Facebook has added a recording feature to its Messenger mobile app, allowing mobile users to send each other voice messages without using their voice minutes.
In addition to the recorded message options, iPhone users in Canada are able to make voice calls via Facebook's mobile app. Users can tap the "i" button in the app and hit "Free Call" in the updated app to call a contact. The feature uses existing data plans to record messages and make calls.
The voice over IP feature could potentially allow Facebook to compete more directly with services such as Google Voice or Microsoft's Skype, which allow users to make voice calls and video chat for free or low rates. Apple's iMessage service also lets users convert voice to text messages.
|Image credit : facebook|
In the updated version of the app, iOS and Android users can tap the "+" button and hold down the red Record button to record a message. To send, a user simply releases the button when they're done. A timer limits messages to 60 seconds. To redo or cancel the recorded message, the user can slide their finger off the button.
Facebook did not respond to our request to comment for this story.
Adding voice recording features to its mobile app is a natural business step for Facebook, said Zeus Kerravala, principal analyst at ZK Research. One of the social network's biggest goals is to keep users engaged and active inside its ecosystem. Instead of making them exit Messenger to make a call or send a voice message, then, Facebook is offering users the chance for its app to be a one-stop communication shop.
"I'm actually surprised they didn't do this sooner," he told TechNewsWorld. "If you look at industry metrics, people tend to stay in Facebook longer than almost any other Internet-based application. Leaving that to call someone can be disruptive, so the next step is obviously to use that mobile device for exactly what it is supposed to do, call people."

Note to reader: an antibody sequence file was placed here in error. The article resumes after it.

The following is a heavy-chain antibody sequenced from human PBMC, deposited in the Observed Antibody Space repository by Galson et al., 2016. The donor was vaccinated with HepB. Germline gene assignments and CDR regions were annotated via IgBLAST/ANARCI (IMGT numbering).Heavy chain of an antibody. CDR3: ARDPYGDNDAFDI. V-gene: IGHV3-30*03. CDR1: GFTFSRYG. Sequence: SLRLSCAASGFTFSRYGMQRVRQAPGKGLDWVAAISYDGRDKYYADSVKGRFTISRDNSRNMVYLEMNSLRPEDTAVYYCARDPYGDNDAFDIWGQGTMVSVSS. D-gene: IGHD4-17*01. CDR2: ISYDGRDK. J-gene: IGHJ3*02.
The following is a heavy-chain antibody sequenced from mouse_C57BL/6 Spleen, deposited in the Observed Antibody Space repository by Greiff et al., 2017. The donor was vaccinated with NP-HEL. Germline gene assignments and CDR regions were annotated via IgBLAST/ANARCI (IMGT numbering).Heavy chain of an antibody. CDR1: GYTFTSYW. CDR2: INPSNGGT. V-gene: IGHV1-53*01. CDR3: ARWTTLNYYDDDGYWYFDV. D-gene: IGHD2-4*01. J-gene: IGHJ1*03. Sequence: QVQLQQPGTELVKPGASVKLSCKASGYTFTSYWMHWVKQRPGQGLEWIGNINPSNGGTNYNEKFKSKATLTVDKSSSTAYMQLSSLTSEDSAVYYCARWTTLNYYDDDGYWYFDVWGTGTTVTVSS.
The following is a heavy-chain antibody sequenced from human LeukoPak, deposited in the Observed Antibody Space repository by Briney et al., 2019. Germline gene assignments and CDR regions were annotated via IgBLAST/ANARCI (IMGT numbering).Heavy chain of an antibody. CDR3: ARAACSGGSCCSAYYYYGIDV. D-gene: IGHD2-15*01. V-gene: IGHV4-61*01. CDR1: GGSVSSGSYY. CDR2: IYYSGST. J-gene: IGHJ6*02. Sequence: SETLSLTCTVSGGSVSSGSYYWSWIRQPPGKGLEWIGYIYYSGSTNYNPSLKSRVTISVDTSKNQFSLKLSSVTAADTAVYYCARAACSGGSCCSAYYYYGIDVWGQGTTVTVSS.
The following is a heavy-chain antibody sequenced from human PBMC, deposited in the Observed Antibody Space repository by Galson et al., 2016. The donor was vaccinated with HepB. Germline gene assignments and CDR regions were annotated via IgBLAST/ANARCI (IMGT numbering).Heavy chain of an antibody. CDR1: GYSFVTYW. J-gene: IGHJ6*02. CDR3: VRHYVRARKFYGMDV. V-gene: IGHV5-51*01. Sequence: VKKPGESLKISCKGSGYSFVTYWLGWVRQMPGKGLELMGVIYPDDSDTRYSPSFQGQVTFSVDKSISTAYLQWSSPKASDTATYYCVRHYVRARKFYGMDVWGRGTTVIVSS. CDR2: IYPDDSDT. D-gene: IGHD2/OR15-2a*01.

Right now, that calling is only available in Canada. If Facebook expands that offering, though, the feature could be a huge bonus for smartphone users that are opting for more data and fewer voice minutes in their service plans, said Greg Sterling, founder of Sterling Market Intelligence.
"Heavy Facebook users who have limited voice minutes but unlimited data, for example, would probably find it appealing," he told TechNewsWorld.
Drawing those users is critical for Facebook's business plan. Since going public last May, the company has been working to show investors it can remain relevant in the constantly evolving digital world, especially as digital users are turning more to smartphones and tablets and away from PCs.
"One of the big mysteries for Facebook is how it monetizes mobile, and this could go a long way to solving this holy grail of theirs," said Kerravala.
Eventually, if it expands its voice calling options, Facebook could add short ads to calls or charge small fees to make money from the service, said Pim Bilderbeek, founder of Bilderbeek Consulting.
"This is a precursor to monetizing voice and video communications," he pointed out. "I can see Facebook charging a fee for calls to and from the carrier networks, for instance. I can also see Facebook adding more countries beyond Canada."
Before that, though, Messenger usage needs to grow, Sterling pointed out. Facebook has taken some steps to drive adoption lately. It recently allowed Android Messenger users log in without a Facebook account, requiring just a name and a phone number to download and use the app's messaging services. It also launched Poke, giving users the ability to send messages that disappear after a specified amount of time. The app is meant to compete with the popular app Snapchat.
Only by steps like those, such as eliminating some of the barriers to joining Messenger and adding novelty features, could Messenger dream of taking on a service such as Skype, said Sterling.
"First, Facebook has to drive adoption and usage before it can consider ads," he noted. "If it develops a large enough and engaged enough user base, it can make money off Messenger."